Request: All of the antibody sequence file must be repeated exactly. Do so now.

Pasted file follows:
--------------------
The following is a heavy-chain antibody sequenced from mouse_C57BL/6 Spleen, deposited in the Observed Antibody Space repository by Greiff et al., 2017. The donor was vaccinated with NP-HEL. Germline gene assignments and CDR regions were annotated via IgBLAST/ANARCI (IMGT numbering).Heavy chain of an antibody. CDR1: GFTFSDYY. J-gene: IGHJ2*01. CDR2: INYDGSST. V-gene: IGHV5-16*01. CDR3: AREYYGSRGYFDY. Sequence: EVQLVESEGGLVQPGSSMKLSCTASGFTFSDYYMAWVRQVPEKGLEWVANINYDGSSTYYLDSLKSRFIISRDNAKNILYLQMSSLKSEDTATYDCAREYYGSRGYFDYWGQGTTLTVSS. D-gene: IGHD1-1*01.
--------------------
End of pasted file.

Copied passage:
The following is a heavy-chain antibody sequenced from mouse_C57BL/6 Spleen, deposited in the Observed Antibody Space repository by Greiff et al., 2017. The donor was vaccinated with NP-HEL. Germline gene assignments and CDR regions were annotated via IgBLAST/ANARCI (IMGT numbering).Heavy chain of an antibody. CDR1: GFTFSDYY. J-gene: IGHJ2*01. CDR2: INYDGSST. V-gene: IGHV5-16*01. CDR3: AREYYGSRGYFDY. Sequence: EVQLVESEGGLVQPGSSMKLSCTASGFTFSDYYMAWVRQVPEKGLEWVANINYDGSSTYYLDSLKSRFIISRDNAKNILYLQMSSLKSEDTATYDCAREYYGSRGYFDYWGQGTTLTVSS. D-gene: IGHD1-1*01.